SAG_LinkedIn_MEME_Anatomy-of-MDM-AnalyticsMaster Data Management (MDM) is supported and enabled through analytics, which is fair enough when you consider that enterprise analytics are enabled through MDM. Companies want to qualify their MDM process by examining master data’s journey (or its lineage) as it passes end-to-end, through the MDM life-cycle. But they also want to quantify the value of MDM’s data quality process through established metrics.

For example, in a typical data quality call performing cleansing and matching, metrics include calculations about the number of duplicates, missing data by attributes ( zip codes), how many times standardization is required ( St. vs. Street) as well as basic enrichment (e.g. adding +4 to a US zip code).

Some customers actually want to understand and analyze the need and scope of their MDM project prior to implementation through the use of data profiling. A good data profiling tool can provide empirical evidence about the current state of enterprise data. By confirming suspected data issues and uncovering unexpected data issues, it enables companies to define the scope, goal and requirements of successful enterprise Master Data Management initiatives.

In other words, data profiling evaluates and quantifies parsing and accuracy issues, duplication levels and entity completeness. Consequently, your data management challenges and data quality targets are clearly defined, providing clarity not only around the MDM tool selection process, but also substantially informing the implementation methodology.

However, a completely automated DQ process is not necessary for every MDM use case. While the DQ processes is certainly recommended for matching voluminous customer names based on algorithms and survivorship rules, or addresses verified against standard postal directories, human intervention is what’s required for the successful data governance of both product and reference data. In this case, a methodical workflow/approval process should be triggered and routed to employ product data specialists, allowing them to collaborate and consult on what constitutes a complete product master record.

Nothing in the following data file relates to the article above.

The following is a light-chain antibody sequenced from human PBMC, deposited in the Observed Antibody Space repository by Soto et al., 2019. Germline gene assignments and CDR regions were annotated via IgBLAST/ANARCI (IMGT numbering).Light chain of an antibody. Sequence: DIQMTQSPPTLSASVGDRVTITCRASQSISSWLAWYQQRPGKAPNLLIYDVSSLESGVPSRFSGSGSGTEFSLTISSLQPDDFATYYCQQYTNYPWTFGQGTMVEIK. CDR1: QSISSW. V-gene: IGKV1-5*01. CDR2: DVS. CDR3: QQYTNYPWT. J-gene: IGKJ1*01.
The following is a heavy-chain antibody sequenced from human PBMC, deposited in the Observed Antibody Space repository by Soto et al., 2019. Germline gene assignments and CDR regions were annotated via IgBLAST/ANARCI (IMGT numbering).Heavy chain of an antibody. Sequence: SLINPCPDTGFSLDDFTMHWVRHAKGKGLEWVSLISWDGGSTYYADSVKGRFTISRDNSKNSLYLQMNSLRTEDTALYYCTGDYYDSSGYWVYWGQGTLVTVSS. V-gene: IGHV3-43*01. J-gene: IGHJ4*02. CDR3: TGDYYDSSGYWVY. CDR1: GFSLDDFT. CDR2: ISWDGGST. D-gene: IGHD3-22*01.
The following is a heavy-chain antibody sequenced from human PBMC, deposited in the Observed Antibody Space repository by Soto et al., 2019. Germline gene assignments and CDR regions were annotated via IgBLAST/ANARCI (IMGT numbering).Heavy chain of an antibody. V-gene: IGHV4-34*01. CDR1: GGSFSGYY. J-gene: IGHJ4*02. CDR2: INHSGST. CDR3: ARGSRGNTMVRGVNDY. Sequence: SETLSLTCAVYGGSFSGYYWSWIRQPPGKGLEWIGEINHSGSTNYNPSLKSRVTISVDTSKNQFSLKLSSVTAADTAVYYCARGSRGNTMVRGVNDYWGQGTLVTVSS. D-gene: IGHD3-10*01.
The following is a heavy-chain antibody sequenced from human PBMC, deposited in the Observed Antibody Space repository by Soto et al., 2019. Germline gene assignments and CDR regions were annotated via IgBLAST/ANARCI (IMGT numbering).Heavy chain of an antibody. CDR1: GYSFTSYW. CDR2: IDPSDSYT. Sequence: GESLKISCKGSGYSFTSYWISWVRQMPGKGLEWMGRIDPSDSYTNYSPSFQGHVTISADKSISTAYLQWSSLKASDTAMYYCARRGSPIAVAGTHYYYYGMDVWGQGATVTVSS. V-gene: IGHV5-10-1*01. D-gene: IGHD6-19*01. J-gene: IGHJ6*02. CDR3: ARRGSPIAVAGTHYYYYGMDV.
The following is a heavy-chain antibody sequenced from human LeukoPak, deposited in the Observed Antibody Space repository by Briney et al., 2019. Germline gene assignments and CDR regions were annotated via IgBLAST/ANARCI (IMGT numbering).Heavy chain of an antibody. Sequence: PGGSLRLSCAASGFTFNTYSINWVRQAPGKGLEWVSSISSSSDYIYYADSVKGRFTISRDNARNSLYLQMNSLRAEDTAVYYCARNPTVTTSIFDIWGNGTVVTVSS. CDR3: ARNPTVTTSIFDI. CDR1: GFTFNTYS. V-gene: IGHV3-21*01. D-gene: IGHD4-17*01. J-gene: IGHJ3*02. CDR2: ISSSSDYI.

But even with a more manually deployed workflow, companies still want to understand how well it’s going. WebMethods OneData MDM provides out-of-the-box integration with MashZone for the purpose of dash-boarding any data internally or externally governed through the OneData Workflow process. Data stewards can chart and analyze completed workflow activity by data object, data column, type of data change (insert/edit/delete), and data steward productivity. Additionally, MashZone functions as a visual monitoring tool, allowing data stewards to quickly resolve any problems with work-in-progress.

As alluded to, there is also much to say about MDM’s role in maximizing the accuracy of data consumed by even the best graphical and feature-rich analytical tools. Gartner has labeled this Analytical MDM.

Gartner’s definition for analytical MDM is very straight forward. Simply put, a single-view of customer, product and location reference data – and hierarchies – is just as important, and as necessary for corporate analytical tools as it is for operational business processes. In other words, MDM’s mission includes providing a single version of truth for business intelligence tools, data warehousing applications and Intelligent Business Operations, thereby substantially improving the analytical processes supporting critical, real-time decision making and compliance reporting.

All in all, this is just another example of MDM’s journey.



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